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Wild Hog Basin

September 1, 2016
Lloyd Yellowrobe in 1988

Lloyd in 1988

I have barely started telling about Lloyd Yellowrobe, a hero to me.  Tomorrow Lloyd, a decorated Vietnam veteran, will be honored at the Ashland Labor Day Powwow.

I remember a time twenty years ago when a gathering of Lloyd’s family and friends began weeping when a priest administered last rites to Lloyd.  He was in Billings in intensive care after his truck accident.  Lloyd’s mother passed a box of tissues to me.  Must have been a miracle that Lloyd survived.

I don’t remember the first time I met Lloyd but he has always been a friend to me and he made me feel like I was working in the right place once I started at Lame Deer.  Was sort of a shock for a city kid like me to suddenly start working in a rather remote Indian Health Service clinic.

First, Lloyd proved himself to be an artist.  He drew a caricature of our friend “Rabbit” Hiwalker that looked like a Playboy bunny.  I didn’t know that I’d be destined to go on adventures with Lloyd, or that I’d keep cedar in the pharmacy for Rabbit’s use.

Here’s an example:  Lloyd always claimed to know about a huge meteor crater out toward Ashland, east of the prairie dog village.  He and I drove there once, right after work, tracking up and down red dusty roads, even finding a sinkhole in a hayfield that had a log poking out, apparently to let whoever was cutting the hay know it was there.  We ended up locating an irregularly shaped valley, not too convincing to me.  I never did believe it was a meteor crater, although Lloyd said he saw an areal photograph.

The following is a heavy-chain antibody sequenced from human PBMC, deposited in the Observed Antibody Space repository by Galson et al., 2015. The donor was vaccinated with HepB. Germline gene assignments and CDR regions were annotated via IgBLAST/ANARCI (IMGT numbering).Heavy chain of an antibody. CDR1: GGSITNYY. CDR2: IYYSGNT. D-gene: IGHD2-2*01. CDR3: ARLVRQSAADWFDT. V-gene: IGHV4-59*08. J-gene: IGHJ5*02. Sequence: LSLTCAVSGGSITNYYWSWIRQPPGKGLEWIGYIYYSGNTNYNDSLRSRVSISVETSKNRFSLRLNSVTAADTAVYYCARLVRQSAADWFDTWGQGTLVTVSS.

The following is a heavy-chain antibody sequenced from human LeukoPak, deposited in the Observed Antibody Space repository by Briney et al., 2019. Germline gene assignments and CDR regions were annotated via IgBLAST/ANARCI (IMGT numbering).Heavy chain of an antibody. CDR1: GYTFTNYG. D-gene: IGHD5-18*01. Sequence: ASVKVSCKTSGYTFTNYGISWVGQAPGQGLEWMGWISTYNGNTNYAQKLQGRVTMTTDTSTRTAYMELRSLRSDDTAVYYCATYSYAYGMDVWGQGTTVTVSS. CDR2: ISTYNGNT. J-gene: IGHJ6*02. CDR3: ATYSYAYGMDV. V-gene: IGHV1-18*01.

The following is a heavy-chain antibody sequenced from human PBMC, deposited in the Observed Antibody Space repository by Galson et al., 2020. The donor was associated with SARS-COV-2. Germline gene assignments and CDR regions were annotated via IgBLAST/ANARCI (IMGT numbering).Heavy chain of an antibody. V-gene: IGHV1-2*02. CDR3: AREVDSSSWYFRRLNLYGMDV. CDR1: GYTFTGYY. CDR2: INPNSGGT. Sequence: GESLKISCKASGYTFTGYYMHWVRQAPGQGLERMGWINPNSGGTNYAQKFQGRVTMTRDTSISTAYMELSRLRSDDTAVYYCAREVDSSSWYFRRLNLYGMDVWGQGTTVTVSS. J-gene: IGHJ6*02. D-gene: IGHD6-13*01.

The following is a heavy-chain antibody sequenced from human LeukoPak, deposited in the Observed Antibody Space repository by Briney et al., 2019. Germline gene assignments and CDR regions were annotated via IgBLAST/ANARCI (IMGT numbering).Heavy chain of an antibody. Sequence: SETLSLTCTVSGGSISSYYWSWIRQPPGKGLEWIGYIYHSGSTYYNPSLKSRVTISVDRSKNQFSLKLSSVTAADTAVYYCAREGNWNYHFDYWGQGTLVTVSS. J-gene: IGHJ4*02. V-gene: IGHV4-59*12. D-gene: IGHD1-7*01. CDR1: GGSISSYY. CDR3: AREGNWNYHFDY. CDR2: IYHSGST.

On our way back to town Lloyd had me pull over onto the shoulder of the highway, over the top of a hill, on a downhill slant.  “Take your foot off the brakes,” Lloyd said.  To my amazement the car backed up the hill by itself, as though a magnet were pulling it.  I figured that was some sort of optical trick, but hey.  Why not believe it was a magnet?  I could believe in the magnet long before I’d believe in the meteor.

Another time Lloyd and I looked for the buffalo herd up by Crazy Head, but didn’t find it.  Still another time Lloyd took me up on the big plateau on the Birney divide to the buffalo jump.  We walked around down below and Lloyd found a buffalo bone with tool marks where someone had scraped off the meat.  I was always impressed by the respect Lloyd had for the ancient sites on the reservation.  Then we traveled onward, on the dirt road near the abandoned car.

I might not have thought much about it, but Lloyd pointed out this car a couple hundred yards down a steep bank into a ravine.  Lloyd knew the story of how the car got there.  Did he put it there?  He said he saw it as it coasted down, never to rise again.  For all I know the car is there today.

That same adventure he showed me Wild Hog basin as we approached the lookout tower.  Lloyd’s father used to watch for forest fires from the tower. The tower was the same kind of Chicago Aeromotor Company structure that stood atop the hill near Crazy Head Springs.  Those were happy times.

Lloyd lived in a blue house in Busby in those days.  One Saturday we went fishing in the after bay at Yellowtail Dam.  Didn’t catch any fish.  In fact I don’t think we ever did catch a fish, but Lloyd pointed out a red-tail hawk to me.

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